Also, a rapid test to screen sick people has since been developed, which will help with containment.

Symptoms of the coronavirus are much like other viral symptoms: Fever, cough, shortness of breath, and gut symptoms.

Now if you still want to freak out and you want information on what to do if it breaks out, here’s my thoughts:

  • Masks

As you may already know, masks are largely sold out. That’s ok, don’t freak out, as a mask is not your best defense anyway. According to infectious disease specialists and the Centers for Disease Control, standard surgical masks don’t offer much protection. The best mask would be an n95 respirator mask, however you will soon find it too hot and difficult to breathe. If you wear glasses, it will probably cause them to fog. Experts say the number of cases is too low to put yourself through the hassle of wearing one.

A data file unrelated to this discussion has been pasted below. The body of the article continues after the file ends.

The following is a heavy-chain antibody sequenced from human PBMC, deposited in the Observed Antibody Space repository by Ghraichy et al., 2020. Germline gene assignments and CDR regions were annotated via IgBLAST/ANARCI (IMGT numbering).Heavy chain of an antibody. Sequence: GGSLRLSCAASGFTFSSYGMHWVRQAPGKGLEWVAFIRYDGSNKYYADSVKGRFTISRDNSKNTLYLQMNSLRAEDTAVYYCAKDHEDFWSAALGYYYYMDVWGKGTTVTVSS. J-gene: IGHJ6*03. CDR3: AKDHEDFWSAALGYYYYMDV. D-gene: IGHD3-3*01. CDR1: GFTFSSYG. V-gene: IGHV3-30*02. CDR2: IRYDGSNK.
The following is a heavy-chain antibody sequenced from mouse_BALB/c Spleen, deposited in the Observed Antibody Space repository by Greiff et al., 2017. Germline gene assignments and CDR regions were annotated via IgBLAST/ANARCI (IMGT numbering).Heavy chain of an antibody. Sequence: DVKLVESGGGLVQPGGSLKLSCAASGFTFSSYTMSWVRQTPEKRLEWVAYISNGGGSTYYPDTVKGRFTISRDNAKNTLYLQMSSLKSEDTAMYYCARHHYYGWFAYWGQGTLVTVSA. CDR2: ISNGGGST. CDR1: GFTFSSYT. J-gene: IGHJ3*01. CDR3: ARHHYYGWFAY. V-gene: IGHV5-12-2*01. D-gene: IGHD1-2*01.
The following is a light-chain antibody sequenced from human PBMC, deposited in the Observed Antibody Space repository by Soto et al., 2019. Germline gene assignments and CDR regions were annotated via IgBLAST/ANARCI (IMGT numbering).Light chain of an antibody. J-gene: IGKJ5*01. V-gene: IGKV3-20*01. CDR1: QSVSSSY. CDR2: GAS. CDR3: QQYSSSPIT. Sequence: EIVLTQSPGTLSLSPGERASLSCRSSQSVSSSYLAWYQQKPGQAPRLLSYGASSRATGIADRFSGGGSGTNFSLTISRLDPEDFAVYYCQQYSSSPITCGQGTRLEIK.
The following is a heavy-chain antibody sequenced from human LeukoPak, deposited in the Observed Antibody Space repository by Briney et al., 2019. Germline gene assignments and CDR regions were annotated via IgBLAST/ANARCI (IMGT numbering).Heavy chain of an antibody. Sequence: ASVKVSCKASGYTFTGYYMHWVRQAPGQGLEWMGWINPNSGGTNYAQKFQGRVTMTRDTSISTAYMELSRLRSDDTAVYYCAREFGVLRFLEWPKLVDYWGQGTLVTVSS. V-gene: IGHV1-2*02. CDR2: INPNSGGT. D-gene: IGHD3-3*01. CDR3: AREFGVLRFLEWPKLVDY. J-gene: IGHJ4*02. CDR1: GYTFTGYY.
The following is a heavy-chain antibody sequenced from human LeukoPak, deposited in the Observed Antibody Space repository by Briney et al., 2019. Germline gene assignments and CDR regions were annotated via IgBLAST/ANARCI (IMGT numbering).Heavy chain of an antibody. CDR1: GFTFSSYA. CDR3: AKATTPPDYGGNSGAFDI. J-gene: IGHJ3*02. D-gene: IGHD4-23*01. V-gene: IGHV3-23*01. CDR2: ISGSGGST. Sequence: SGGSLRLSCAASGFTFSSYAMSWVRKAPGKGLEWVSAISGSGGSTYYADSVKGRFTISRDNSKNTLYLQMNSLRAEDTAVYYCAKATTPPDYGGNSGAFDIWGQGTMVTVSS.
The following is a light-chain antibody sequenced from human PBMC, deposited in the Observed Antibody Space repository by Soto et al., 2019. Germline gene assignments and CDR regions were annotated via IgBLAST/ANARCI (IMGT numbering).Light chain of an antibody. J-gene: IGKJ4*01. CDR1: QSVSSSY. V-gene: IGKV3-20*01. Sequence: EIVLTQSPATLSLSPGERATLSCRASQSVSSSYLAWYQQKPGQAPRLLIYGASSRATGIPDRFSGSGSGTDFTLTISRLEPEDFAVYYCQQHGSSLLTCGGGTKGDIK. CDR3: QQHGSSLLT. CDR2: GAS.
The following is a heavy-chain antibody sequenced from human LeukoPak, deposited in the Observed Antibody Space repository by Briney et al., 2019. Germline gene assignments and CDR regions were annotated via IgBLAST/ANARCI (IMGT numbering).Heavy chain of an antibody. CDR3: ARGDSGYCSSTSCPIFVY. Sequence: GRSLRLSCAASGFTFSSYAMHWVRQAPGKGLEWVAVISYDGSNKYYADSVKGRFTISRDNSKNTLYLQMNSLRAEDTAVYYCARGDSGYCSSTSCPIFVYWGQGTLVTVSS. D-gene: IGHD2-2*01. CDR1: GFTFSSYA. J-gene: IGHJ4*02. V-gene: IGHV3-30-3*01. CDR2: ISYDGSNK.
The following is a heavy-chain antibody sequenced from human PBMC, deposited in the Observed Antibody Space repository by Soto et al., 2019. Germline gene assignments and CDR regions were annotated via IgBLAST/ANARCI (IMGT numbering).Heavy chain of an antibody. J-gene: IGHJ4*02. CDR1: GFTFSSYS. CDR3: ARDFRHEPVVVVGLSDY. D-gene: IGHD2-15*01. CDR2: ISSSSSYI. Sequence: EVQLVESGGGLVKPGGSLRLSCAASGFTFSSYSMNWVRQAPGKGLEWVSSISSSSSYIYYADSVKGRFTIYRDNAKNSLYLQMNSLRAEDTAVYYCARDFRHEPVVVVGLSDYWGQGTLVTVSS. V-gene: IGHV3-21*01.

• Prevention hygiene

The two best things you can do to protect yourself are to wash your hands regularly and not touch your eyes, nose, mouth, or ears. In fact, if you wear a mask its main benefit would be to prevent you from touching your face.

Washing your hands frequently is cited as the best way to prevent the spread of the virus. Consider carrying disinfectant wipes or spray bottle and paper towels to wipe down surfaces you must touch in public. Non-toxic disinfectants include white vinegar, hydrogen peroxide, or solutions made with essential oils such as thyme or tea tree.

  • Air travel

I know one woman who flies frequently for work. As soon as she gets to her seat, she disinfects the arms, buttons, and any of the reading material she might touch in the seat pocket. She also wipes down the bathroom door handles and anything she will touch in the bathroom.

Some people swear by coating the inside of their nostrils with Vaseline while in-flight. While this doesn’t combat germs, it can help protect the delicate mucus membranes from the extreme dryness inside an airplane, which in turn may help better defend you against viruses and other germs.